Proof of Heaven:
A Neurosurgeon’s Journey into the Afterlife

Is there really “proof” of heaven? Of course, the skeptics will say no. Yet for those whose minds are open and willing to hear the testimony of these highly rational, intelligent, and scientifically trained physicians, there is enough evidence to come to a more positive conclusion about the afterlife.

Dr. Lee Woofenden

Okay, I’m not a doctor, medical or otherwise . . . and I haven’t had a near-death experience either. But since this is my blog, here’s a book I wrote and published about near-death experiences, the afterlife, and our process of spiritual rebirth right here on earth:

Death and Rebirth
From Near-Death Experiences to Eternal Life

For more on what happens after we die, and after we move beyond the brief introduction to heaven experienced by people who have close brushes with death, I invite you to read my previous article: What Happens To Us When We Die?

See also: Where is the Proof of the Afterlife?

About

Lee Woofenden is an ordained minister, writer, editor, translator, and teacher. He enjoys taking spiritual insights from the Bible and the writings of Emanuel Swedenborg and putting them into plain English as guides for everyday life.

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Posted in The Afterlife
75 comments on “Near-Death Experiences and the Doctors
  1. I have never had a near death experience, but a close friend shared her NDE with me in 1969, before NDEs were first written about. When I heard about others having these NDEs many years later, the uncanny similarity of these stories to my friend’s story changed my life. I knew my friend did not receive any input from anyone else. Through these stories, I absolutely knew, beyond any doubt, that there is more to life than the physical particles and physical forces that make up our universe.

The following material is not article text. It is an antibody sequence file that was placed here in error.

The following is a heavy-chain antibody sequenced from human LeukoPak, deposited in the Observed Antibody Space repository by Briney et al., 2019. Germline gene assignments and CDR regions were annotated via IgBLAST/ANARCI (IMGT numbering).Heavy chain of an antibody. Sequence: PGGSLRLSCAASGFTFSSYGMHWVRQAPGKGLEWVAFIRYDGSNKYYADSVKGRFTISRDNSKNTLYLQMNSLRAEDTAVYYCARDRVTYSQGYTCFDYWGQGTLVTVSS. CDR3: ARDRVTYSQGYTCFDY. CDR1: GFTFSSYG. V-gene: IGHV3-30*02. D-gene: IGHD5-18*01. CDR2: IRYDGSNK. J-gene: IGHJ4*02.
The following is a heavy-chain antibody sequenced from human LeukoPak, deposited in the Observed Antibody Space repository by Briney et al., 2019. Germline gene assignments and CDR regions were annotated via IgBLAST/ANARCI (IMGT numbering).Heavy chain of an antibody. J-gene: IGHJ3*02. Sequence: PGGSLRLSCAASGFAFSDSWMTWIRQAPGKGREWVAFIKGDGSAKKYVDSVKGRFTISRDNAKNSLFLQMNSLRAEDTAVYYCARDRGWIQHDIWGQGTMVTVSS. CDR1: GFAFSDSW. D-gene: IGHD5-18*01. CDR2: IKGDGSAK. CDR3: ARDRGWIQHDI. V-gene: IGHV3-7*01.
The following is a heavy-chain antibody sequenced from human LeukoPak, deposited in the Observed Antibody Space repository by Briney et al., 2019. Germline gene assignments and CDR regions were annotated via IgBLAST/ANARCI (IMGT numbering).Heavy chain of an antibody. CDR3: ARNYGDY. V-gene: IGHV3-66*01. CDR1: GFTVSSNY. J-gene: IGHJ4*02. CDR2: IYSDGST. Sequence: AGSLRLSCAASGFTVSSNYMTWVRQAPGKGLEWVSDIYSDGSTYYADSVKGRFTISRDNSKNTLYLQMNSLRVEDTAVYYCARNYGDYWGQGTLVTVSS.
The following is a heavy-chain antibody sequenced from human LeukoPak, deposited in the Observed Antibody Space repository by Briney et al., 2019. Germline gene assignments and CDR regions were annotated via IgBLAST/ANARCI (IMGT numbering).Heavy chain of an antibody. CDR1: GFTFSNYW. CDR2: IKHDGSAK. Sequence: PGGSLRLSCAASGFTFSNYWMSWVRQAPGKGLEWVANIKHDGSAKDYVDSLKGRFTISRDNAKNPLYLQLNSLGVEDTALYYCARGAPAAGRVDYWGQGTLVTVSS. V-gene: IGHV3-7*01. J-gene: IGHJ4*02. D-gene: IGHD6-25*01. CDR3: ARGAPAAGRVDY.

Even if Dr. Parnia’s research project does not confirm his hypothesis (I think it will), I know his thesis is correct. The ultimate conclusion I draw for all this is that consciousness does not depend on the body — it continues after the death of the body. Our individual consciousness is eternal.

    This is a very nice article, Lee. Nice work!

    Chuck Gebhardt, MD

    • Lee says:

      Hi Chuck,

      Thanks for your thoughts. I vividly remember the excitement among my fellow Swedenborg readers back in 1975 when Life After Life came out. Suddenly we no longer felt like a lone voice proclaiming in the wilderness that the afterlife is very real, and that it is very different from what the churches had been teaching. I attended one of Dr. Moody’s early talks at our former Boston congregation, which was packed to the gills. The atmosphere in the crowd was electric!

      –Lee

    • Fiona says: